What to Do After an Injury at Work?
Were you injured during a work-related or occupational activity? You may be wondering what you should do next and what options are available. One likely option is to seek care through your employer’s workers’ compensation insurance plan.
Most employers pay workers’ compensation premiums to ensure that their workers are covered in the event of work-related injury or illness. If you or a loved one have been injured at work or on a work-related trip, you may be eligible to receive certain benefits that will compensate you for your medical bills and any related medical expenses. The Iowa personal injury attorneys at Mueller, Schmidt, Mulholland & Cooling, PLLC can help you file a timely Iowa workers’ compensation claim. Contact our Des Moines workers’ compensation attorneys for guidance on how to file a claim and for other legal advice regarding your workplace injury.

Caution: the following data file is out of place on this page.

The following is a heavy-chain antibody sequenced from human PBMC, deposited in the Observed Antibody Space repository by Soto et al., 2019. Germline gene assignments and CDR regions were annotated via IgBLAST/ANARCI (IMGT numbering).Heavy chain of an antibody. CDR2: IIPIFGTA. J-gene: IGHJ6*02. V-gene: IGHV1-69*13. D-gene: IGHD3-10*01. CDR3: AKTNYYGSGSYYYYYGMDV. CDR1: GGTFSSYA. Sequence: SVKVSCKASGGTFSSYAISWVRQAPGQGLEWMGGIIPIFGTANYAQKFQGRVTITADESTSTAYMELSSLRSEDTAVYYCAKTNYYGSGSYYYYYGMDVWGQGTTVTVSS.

Report the Injury
The first step after being injured on the job is to report the injury to your employer. Additionally, you and your employer need to document the injury and all related expenses.
According to Iowa Code Chapter 86.11, every employer must retain a record of all injuries, fatal or otherwise, reported by an employee to have occurred during the course of the employee’s employment and resulting in an incapacity for more than one day in the future.
When reporting your work injury, ensure that your notice contains the following information:
- The date (and if you can, time) of your injury)